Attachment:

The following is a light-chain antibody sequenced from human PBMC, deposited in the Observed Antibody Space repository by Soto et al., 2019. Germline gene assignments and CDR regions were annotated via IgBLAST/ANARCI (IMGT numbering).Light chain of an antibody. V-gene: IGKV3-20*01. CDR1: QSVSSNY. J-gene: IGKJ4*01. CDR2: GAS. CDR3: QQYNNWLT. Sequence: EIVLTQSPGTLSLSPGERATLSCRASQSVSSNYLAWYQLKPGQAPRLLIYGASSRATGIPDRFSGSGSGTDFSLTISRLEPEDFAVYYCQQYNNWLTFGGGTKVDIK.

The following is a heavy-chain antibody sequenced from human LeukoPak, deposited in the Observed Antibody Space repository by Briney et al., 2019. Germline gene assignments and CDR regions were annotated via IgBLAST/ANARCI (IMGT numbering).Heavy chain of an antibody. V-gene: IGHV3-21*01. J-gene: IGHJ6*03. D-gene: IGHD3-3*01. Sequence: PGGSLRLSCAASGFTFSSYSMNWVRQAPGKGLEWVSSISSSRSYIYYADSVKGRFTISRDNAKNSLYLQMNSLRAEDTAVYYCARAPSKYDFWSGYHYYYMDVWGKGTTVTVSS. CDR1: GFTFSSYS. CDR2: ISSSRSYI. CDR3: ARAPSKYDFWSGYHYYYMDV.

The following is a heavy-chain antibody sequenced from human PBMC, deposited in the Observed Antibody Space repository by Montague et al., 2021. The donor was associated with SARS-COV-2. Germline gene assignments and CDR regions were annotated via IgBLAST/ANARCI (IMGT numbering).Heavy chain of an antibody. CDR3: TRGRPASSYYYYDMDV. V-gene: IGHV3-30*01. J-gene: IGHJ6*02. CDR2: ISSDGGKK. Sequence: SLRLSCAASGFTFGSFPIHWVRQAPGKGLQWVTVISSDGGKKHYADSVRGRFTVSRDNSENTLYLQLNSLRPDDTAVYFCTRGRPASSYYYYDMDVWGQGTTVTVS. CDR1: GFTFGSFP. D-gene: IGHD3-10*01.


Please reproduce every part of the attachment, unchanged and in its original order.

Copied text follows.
The following is a light-chain antibody sequenced from human PBMC, deposited in the Observed Antibody Space repository by Soto et al., 2019. Germline gene assignments and CDR regions were annotated via IgBLAST/ANARCI (IMGT numbering).Light chain of an antibody. V-gene: IGKV3-20*01. CDR1: QSVSSNY. J-gene: IGKJ4*01. CDR2: GAS. CDR3: QQYNNWLT. Sequence: EIVLTQSPGTLSLSPGERATLSCRASQSVSSNYLAWYQLKPGQAPRLLIYGASSRATGIPDRFSGSGSGTDFSLTISRLEPEDFAVYYCQQYNNWLTFGGGTKVDIK.

The following is a heavy-chain antibody sequenced from human LeukoPak, deposited in the Observed Antibody Space repository by Briney et al., 2019. Germline gene assignments and CDR regions were annotated via IgBLAST/ANARCI (IMGT numbering).Heavy chain of an antibody. V-gene: IGHV3-21*01. J-gene: IGHJ6*03. D-gene: IGHD3-3*01. Sequence: PGGSLRLSCAASGFTFSSYSMNWVRQAPGKGLEWVSSISSSRSYIYYADSVKGRFTISRDNAKNSLYLQMNSLRAEDTAVYYCARAPSKYDFWSGYHYYYMDVWGKGTTVTVSS. CDR1: GFTFSSYS. CDR2: ISSSRSYI. CDR3: ARAPSKYDFWSGYHYYYMDV.

The following is a heavy-chain antibody sequenced from human PBMC, deposited in the Observed Antibody Space repository by Montague et al., 2021. The donor was associated with SARS-COV-2. Germline gene assignments and CDR regions were annotated via IgBLAST/ANARCI (IMGT numbering).Heavy chain of an antibody. CDR3: TRGRPASSYYYYDMDV. V-gene: IGHV3-30*01. J-gene: IGHJ6*02. CDR2: ISSDGGKK. Sequence: SLRLSCAASGFTFGSFPIHWVRQAPGKGLQWVTVISSDGGKKHYADSVRGRFTVSRDNSENTLYLQLNSLRPDDTAVYFCTRGRPASSYYYYDMDVWGQGTTVTVS. CDR1: GFTFGSFP. D-gene: IGHD3-10*01.